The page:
I liked this book more than I expected to. And while that may not sound like the highest praise, it’s meant to be a compliment. I knew almost nothing about the title when I picked up a copy at the thrift store, except that I had taken a single semester with John Gould as professor in my first year at university, more than a decade ago. In fact, I thought it was a short story collection until I started reading it and realized I’d confused it with Gould’s first book, Kilter.
Seven Good Reasons Not to be Good (Harper Perennial, 2010) follows approximately a week in the life of Matt McKay’s life, beginning as he makes his way from Vancouver to Toronto. Matt is on a mission. He’s returning to the city where he grew up to visit his dad – who is slowly slipping away into dementia – and to save his best friend, Zane.
We quickly learn that Matt is escaping a few things too. His marriage is likely over and he’s just been fired from his job. Most of this is Matt’s fault.
Matt spends his first couple of days avoiding Zane and his father, paying too much for a hotel room, and engaging in an affair with a woman named Kate. We learn further details on the demise of his marriage, the nature of his job, and how he lost it. We dig deeper into Zane and Matt’s shared history and their friendship, spanning decades.
The novel is divided by days – Matt’s week in Toronto. Each chapter begins with a “postcard”, a message from Matt to Zane, designed to explain to Zane how virtue isn’t what he thinks it is. See, Zane has AIDS and he’s decided to reject treatment and let himself die. His work as a documentary filmmaker has taken him into the depths of this illness and shown him how access to medicine saves lives. Or destroys them. So now he’s making the ultimate statement with his own life. And Matt wants to stop him.
Here we hit on my major fault with the novel. Zane seems to be intended to exist as a sort of ultimate good guy, a Jesus figure even. Willing to sacrifice everything, even his own life. But for what? It’s never clear what result Zane hopes for. And, personally, I was never convinced of Zane’s ultimate goodness. Am I supposed to be? Or is that only how Matt sees him? Matt definitely has an idealized idea of his best friend but it’s never entirely shared with the reader. In fact, all the characters around Matt feel fairly flat. His wife, Mariko, particularly feels like a stereotype of the hippy, peace-spouting, free-loving, unfaithful wife. This isn’t helped by the fact we never get to see her “on-screen” (so to speak) but only hear her voice through e-mails and Matt’s memories.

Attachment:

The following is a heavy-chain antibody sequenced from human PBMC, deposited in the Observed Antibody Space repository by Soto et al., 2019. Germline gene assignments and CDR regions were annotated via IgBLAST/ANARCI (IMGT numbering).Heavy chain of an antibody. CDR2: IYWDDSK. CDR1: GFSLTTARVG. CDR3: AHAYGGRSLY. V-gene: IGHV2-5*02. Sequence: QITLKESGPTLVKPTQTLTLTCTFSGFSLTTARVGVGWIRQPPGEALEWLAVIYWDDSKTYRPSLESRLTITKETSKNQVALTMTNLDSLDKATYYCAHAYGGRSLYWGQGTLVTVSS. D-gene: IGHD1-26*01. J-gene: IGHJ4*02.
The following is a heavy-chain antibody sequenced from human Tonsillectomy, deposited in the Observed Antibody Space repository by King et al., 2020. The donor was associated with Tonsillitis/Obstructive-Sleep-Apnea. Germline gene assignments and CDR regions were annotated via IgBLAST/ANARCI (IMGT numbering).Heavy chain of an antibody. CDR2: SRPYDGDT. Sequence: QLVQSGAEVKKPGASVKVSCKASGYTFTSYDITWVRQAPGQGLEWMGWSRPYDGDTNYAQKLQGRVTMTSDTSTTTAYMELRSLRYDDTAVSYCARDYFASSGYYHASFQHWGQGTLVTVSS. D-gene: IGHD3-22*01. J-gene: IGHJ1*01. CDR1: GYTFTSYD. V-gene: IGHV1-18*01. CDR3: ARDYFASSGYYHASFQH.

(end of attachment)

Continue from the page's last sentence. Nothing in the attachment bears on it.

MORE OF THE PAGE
Matt’s dad seems to be such a side character he might as well not be in the novel. Matt’s memories of his sister, Erin, loom much larger than the still-living figure of his father and “the dadinator” could have been easily cut.
Kate, Matt’s one-night stand that might turn into something more, fares a little better. She’s an interesting and multi-faceted character who I believed had a life outside of the hotel where she meets Matt. My only gripe there was that it seemed obvious from the beginning that she wasn’t telling the truth about herself and the fact that Matt didn’t pick up on this at all made me wonder how bright he was.
That said, I thought Gould did a great job with his setting. He recreates the Toronto of Matt and Zane’s childhood, melding it in with Matt’s return to Toronto for the first time in years. There’s an excellent blend of nostalgia and repulsion, familiar to anyone when confronted with childhood memories. At the same time, Gould sets his story in a very particular week. A late summer week in August 2003. There were a few times when the 2003 setting felt positively retro. I’m not convinced that the story needed to be set when it was but it made for a nice, “Oh yeah, I remember that,” moment when I recalled where I was during that August week.